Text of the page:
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Opening an Options Trading Account

Congratulations on your decision to join Options for Income. You’ve made a wise choice. Options provide any type of investor with the ability to reduce risk and enhance returns.

If you know that you already have options trading authorization from your broker, and you know that you can trade spreads, feel free to skip this article. Additional new-member guidance is found here

Getting Authorized to Trade with Options for Income

Before you can take advantage of the many income benefits options offer, you must be authorized to trade options. Merely opening a stock brokerage account does not authorize option trading. To trade options, you must expressly request authority from an options broker.

Quick and Easy Process

The good news is that getting authorized for options trading is easy and usually takes less than five minutes to complete.

There are many options brokers to choose from. Big brokerages like Vanguard and T. Rowe Price aren’t necessarily the best platforms for options trading. You can compare the options trading platforms here and watch Options for Income trades being placed here to see which interface you might prefer. (Investing Daily does not endorse one platform over another.) Feel free to call any of them on the phone. Ask if they’re running any promotions so that you can get better pricing or some other advantage. You’ll find that most are eager to get your business and will answer any question you can think of except this critical one: They won’t tell you which options to trade. That’s what you’ll get from Options for Income!

If you have an existing stock trading account and decide to add options trading to that account, simply request an upgrade from that broker.

Some brokers let you apply online whereas others will require you to fill out a form and send it in. Once you have submitted the required information, the broker may approve you immediately or may take a few days to process your request and inform you what options trading level you have been assigned (more on trading levels below).

To fund the options margin account, some brokers have minimum deposit amounts and Federal regulations require a balance of $2000 for an account to trade on margin.

Options Trading Authorization Questions

The information you’ll submit to the broker to obtain options trading authorization falls into four different categories:

1.    Investment Objectives

  • Speculation
  • Aggressive Growth
  • Growth
  • Income

Your best chance for a high trading level authorization is if you put down “speculation” as one of your objectives. Many option traders simply check off all of the investment objectives listed. 

2.    Trading Strategies

  • Buy Stock   * Selling Puts   
  • Long Calls/Puts   * Short Stock
  • Covered Calls * Selling Naked Calls
  • Debit Spreads * Mutual Funds
  • Credit Spreads

The more option trading strategies you check off as being of interest to you, the better your chances of getting a high trading-level authorization. If you select only “buy stock” and “mutual funds” you won’t get anywhere, so be sure to check off more choices than those two. Here at Options for Income, we usually trade “spreads.” Even if you don’t plan on using some of the listed strategies now, after some education you may change your mind and it would be good to have your authorization in place when you decide you want to pull the trigger. So, the more option strategies checked the merrier!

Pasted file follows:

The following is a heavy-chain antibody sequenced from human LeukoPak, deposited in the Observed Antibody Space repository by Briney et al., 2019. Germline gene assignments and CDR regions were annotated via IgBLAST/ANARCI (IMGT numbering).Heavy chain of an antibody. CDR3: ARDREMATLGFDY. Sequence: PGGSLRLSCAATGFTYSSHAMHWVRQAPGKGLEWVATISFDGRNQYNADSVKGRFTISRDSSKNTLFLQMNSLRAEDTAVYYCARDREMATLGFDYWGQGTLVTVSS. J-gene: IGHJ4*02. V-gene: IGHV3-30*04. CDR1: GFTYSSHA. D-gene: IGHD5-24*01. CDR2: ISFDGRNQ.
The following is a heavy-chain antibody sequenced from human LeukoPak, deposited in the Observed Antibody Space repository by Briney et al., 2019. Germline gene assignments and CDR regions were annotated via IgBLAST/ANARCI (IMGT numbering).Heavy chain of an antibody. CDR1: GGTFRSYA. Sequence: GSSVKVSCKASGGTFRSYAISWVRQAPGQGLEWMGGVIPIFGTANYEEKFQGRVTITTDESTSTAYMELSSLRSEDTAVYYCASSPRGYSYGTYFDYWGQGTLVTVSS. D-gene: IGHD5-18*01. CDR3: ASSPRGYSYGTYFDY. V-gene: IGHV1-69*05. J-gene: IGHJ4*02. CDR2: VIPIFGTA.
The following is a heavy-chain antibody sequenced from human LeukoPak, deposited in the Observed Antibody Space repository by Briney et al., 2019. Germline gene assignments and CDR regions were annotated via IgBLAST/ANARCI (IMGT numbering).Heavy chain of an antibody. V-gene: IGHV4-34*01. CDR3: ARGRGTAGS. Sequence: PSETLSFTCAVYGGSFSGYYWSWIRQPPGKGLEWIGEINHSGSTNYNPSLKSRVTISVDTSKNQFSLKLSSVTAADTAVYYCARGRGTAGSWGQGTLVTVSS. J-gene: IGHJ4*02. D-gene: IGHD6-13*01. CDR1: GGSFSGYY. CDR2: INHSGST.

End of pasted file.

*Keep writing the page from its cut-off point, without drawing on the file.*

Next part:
3.    Trading Experience

  • Years of Stock Trading Experience
  • Number of Trades Per Year
  • Average Size Per Trade (# of shares and/or dollar amount)
  • Number of Trades Per Year
  • Average Size Per Trade (# of contracts and/or dollar amount)
  • Years of Options Trading Experience

Don’t be shy when answering this question. The more years trading stock and options, the higher your trading level authorization will be. The average size per trade is less important, but a larger trading size number might tip the scales slightly in favor of a higher trading level.

4.    Personal Finances

  • “Liquid” Net Worth (Investments easily sold for cash – your home doesn’t count)
  • Total Net Worth
  • Annual Income
  • Source of Income (Job, Investments, Pension)

Higher is better, but honesty is always the best policy.

Option Trading Levels

Every broker is different, but a typical breakdown of option trading levels is as follows:

    Level 1: Covered calls

    Level 2: Long calls and puts

    Level 3: Spreads (both debit and credit)

    Level 4: Short equity puts

    Level 5: Short equity calls

    Level 6: Short index calls and puts

Jim never does trades involving level 5 and level 6 because they involve too much risk and are unnecessary for good returns. Achieving Level 4 is good enough for almost any options trader. 

Raising Your Authorization Level

If you’re not initially granted authorization to trade spreads, consider paper trading. Several of the trading platforms, including TD Ameritrade’s thinkorswim and Charles Schwab’s OptionsXpress, allow you to do “paper trades” as a way to practice options trading using fake money. Paper trading is a great way to increase your trading experience (and confidence!) so that you can reapply for a higher trading level than you were initially granted. Read more about paper trading here.